Premier Heather Stefanson says Manitoba has "somewhat gotten behind" other provinces when it comes to the minimum wage and she wants to ensure it is "not falling behind."
"We need to be competitive with other provinces… and even though we have indexed our minimum wage to inflation, I think we have somewhat gotten behind… So, we want to ensure that we are not falling behind there," she said at the western premiers conference in Regina Friday.
With Manitoba on track to have the lowest minimum wage in the country this fall, and high inflation hitting low-income earners the hardest, the province plans to introduce an amendment to its minimum wage law on Monday.
"We’re in very uncertain times right now," labour minister Reg Helwer said in an interview Thursday, without revealing what’s in the bill. "We’ve had many discussions over the past several months about the economy and minimum wage. We have an amendment coming to deal with some of those issues on Monday."
Manitoba’s minimum wage will become the lowest in the country on Oct. 1, when Saskatchewan increases its minimum wage to $13 an hour.
Currently, Manitoba’s minimum wage is $11.95/hr and set to increase 40 cents to $12.35/hr on Oct. 1, based on the 2021 annual inflation rate of 3.4 per cent.
"We have, in our employment standards code, legislation that is very explicit on how we increase minimum wage," said Helwer. "It’s predictable for industry and labour." Even with the cost of living up 7.4 per cent in Manitoba in March, the Progressive Conservative government had defended that legislation because of its predictability. When asked why the PCs want to amend it now, Helwer was guarded.
"We always watch what other provinces are doing," Helwer said. While Manitoba’s minimum wage is low, it is also one of the most affordable provinces in which to live, he noted.
"Those things come into the calculations as well," he said. He said the PCs want to keep the predictability of minimum wage increases, but couldn’t discuss what’s in the bill.
"We’re going to have extensive consultation once it’s introduced, with business and labour and determine how they want to respond to the legislation and what the recommendations will be."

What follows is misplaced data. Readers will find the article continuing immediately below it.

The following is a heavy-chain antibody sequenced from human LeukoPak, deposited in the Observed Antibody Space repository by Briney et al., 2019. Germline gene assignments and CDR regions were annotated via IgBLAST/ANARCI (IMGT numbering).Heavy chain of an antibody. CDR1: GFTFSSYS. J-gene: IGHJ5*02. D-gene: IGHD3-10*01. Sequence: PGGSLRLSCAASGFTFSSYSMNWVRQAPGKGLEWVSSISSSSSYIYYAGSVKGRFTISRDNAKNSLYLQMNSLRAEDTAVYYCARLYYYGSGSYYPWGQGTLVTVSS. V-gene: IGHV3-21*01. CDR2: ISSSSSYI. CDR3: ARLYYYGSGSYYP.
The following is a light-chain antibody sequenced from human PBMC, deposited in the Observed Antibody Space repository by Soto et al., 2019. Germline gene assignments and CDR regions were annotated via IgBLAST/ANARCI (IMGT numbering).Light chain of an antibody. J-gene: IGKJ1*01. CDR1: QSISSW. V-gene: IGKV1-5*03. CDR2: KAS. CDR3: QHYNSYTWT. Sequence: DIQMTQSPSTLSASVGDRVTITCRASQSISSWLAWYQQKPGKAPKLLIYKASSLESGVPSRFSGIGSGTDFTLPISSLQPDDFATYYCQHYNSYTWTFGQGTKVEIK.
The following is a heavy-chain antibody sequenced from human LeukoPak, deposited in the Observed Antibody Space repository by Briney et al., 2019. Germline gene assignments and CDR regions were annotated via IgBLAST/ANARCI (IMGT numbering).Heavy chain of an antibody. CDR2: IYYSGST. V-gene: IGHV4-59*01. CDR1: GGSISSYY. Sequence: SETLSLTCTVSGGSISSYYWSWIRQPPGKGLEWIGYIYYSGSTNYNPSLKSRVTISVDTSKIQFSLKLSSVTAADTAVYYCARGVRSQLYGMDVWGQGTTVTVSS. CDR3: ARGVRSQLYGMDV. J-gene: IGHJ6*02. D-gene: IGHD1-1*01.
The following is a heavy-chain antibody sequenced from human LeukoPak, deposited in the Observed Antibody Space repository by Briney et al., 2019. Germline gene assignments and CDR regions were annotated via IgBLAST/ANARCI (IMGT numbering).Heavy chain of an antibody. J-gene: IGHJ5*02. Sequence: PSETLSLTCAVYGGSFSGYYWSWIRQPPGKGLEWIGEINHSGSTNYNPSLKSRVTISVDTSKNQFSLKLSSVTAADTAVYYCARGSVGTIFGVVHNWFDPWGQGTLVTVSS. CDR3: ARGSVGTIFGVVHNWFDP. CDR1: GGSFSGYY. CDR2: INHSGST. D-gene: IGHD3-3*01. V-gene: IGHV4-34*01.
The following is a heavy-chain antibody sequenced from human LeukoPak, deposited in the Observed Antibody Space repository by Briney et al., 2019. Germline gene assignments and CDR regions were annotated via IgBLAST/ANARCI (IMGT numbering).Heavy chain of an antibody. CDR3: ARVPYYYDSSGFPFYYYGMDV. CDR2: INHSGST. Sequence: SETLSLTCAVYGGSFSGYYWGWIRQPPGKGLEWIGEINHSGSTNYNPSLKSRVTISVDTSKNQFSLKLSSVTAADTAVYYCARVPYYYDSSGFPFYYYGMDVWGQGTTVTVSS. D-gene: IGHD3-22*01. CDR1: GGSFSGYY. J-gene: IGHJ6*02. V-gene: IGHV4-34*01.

Members of the legislature Thursday debated whether jacking up the minimum wage over the rate of inflation would hurt or help Manitoba’s economy.
A private member’s resolution that called for an immediate increase to $15/hr — saying the 31,000 minimum-wage earners are struggling with the rising cost of essentials such as food and gasoline — was rejected.
"Thousands are working minimum-wage jobs in this province and are having to work more than one job just to make ends meet," said Point Douglas MLA Bernadette Smith, who put forward the resolution. "This government has made piddly increases to the minimum wage that has really put Manitoba behind the times," she said in the house.
PC MLA Obby Khan, who owns a small business, asked Smith how businesses in the hospitality sector with profit margins ranging from two to seven per cent would be affected by the 25 per cent wage increase she had proposed.
"What is that going to do to the backbone of our economy?" Khan asked in the house. "You cannot simply say ‘We want to increase minimum wage and everyone else has to deal with it.’" The rookie MLA for Fort Whyte said he’s proud to pay his employees well above the minimum wage and supports "significantly" increasing the minimum wage.
"I am simply stating that we need to look at many factors when we are going to increase the minimum wage and that’s what a responsible government does," Khan said.
The labour critic for the NDP said hiking the minimum wage would help businesses. He accused the PCs of "fear mongering."
"Jurisdiction after jurisdiction after jurisdiction has raised the minimum wage," said Tom Lindsey.
"The businesses didn’t go out of business. Lots of them actually prospered because, guess what?, some of those people now have a little more disposable cash to actually shop at those businesses, buy products that those businesses sell, eat at those restaurants that are struggling for customers."
— with file from Danielle Da Silva
After 20 years of reporting on the growing diversity of people calling Manitoba home, Carol moved to the legislature bureau in early 2020.